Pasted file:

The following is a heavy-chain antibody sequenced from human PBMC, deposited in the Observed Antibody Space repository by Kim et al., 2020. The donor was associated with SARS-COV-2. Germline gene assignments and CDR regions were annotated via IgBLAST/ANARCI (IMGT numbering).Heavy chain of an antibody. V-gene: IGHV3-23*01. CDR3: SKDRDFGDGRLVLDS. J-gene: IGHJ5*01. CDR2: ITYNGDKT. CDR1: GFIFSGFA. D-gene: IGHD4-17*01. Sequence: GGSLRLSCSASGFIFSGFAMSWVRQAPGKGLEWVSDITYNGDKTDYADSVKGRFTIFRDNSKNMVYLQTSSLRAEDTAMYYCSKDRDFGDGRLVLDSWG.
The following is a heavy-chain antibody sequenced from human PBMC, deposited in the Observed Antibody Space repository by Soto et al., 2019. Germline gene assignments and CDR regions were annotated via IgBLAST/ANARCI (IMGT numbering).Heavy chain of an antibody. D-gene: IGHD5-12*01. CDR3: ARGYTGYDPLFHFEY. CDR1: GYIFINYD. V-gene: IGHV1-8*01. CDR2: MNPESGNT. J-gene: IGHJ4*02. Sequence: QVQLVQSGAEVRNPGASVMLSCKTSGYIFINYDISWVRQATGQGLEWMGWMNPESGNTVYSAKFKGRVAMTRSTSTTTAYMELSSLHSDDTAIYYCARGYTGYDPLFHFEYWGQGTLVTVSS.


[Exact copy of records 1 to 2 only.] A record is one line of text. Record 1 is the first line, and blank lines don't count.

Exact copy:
The following is a heavy-chain antibody sequenced from human PBMC, deposited in the Observed Antibody Space repository by Kim et al., 2020. The donor was associated with SARS-COV-2. Germline gene assignments and CDR regions were annotated via IgBLAST/ANARCI (IMGT numbering).Heavy chain of an antibody. V-gene: IGHV3-23*01. CDR3: SKDRDFGDGRLVLDS. J-gene: IGHJ5*01. CDR2: ITYNGDKT. CDR1: GFIFSGFA. D-gene: IGHD4-17*01. Sequence: GGSLRLSCSASGFIFSGFAMSWVRQAPGKGLEWVSDITYNGDKTDYADSVKGRFTIFRDNSKNMVYLQTSSLRAEDTAMYYCSKDRDFGDGRLVLDSWG.
The following is a heavy-chain antibody sequenced from human PBMC, deposited in the Observed Antibody Space repository by Soto et al., 2019. Germline gene assignments and CDR regions were annotated via IgBLAST/ANARCI (IMGT numbering).Heavy chain of an antibody. D-gene: IGHD5-12*01. CDR3: ARGYTGYDPLFHFEY. CDR1: GYIFINYD. V-gene: IGHV1-8*01. CDR2: MNPESGNT. J-gene: IGHJ4*02. Sequence: QVQLVQSGAEVRNPGASVMLSCKTSGYIFINYDISWVRQATGQGLEWMGWMNPESGNTVYSAKFKGRVAMTRSTSTTTAYMELSSLHSDDTAIYYCARGYTGYDPLFHFEYWGQGTLVTVSS.